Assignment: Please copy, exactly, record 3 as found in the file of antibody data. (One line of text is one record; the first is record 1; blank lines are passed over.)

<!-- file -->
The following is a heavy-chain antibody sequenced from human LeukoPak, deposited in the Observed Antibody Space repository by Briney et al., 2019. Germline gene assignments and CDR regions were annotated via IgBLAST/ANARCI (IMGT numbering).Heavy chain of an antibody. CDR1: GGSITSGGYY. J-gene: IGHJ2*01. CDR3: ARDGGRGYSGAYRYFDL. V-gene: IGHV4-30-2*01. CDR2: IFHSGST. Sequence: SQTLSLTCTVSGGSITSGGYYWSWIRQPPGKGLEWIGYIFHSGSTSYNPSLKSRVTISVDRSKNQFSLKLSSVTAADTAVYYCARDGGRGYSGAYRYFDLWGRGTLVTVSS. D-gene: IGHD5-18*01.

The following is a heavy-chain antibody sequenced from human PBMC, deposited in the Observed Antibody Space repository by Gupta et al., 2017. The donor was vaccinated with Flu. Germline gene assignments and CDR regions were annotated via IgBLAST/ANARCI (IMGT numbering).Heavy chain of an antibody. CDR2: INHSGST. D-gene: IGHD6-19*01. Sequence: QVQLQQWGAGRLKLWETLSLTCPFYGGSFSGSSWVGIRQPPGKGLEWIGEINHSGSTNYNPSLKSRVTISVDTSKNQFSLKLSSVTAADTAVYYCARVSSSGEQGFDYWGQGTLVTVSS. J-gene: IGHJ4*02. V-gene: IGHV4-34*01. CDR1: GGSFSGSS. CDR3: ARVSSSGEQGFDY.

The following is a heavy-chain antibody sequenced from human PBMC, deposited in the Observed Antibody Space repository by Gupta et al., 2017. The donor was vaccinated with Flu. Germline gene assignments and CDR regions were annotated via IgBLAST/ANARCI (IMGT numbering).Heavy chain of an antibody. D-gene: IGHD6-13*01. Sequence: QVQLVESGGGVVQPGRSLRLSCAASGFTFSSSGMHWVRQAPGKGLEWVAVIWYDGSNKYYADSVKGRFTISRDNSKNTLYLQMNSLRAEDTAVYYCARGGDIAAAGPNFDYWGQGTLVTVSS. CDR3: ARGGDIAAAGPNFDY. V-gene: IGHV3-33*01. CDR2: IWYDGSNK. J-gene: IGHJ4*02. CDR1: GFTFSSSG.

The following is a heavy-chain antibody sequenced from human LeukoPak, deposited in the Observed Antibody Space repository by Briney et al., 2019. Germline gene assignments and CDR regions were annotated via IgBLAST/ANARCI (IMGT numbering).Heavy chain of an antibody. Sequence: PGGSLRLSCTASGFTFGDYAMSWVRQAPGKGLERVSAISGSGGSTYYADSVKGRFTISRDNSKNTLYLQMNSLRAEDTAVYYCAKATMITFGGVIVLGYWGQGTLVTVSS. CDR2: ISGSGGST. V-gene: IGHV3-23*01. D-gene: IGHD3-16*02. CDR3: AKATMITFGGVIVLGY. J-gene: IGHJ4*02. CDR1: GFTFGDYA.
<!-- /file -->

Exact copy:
The following is a heavy-chain antibody sequenced from human PBMC, deposited in the Observed Antibody Space repository by Gupta et al., 2017. The donor was vaccinated with Flu. Germline gene assignments and CDR regions were annotated via IgBLAST/ANARCI (IMGT numbering).Heavy chain of an antibody. D-gene: IGHD6-13*01. Sequence: QVQLVESGGGVVQPGRSLRLSCAASGFTFSSSGMHWVRQAPGKGLEWVAVIWYDGSNKYYADSVKGRFTISRDNSKNTLYLQMNSLRAEDTAVYYCARGGDIAAAGPNFDYWGQGTLVTVSS. CDR3: ARGGDIAAAGPNFDY. V-gene: IGHV3-33*01. CDR2: IWYDGSNK. J-gene: IGHJ4*02. CDR1: GFTFSSSG.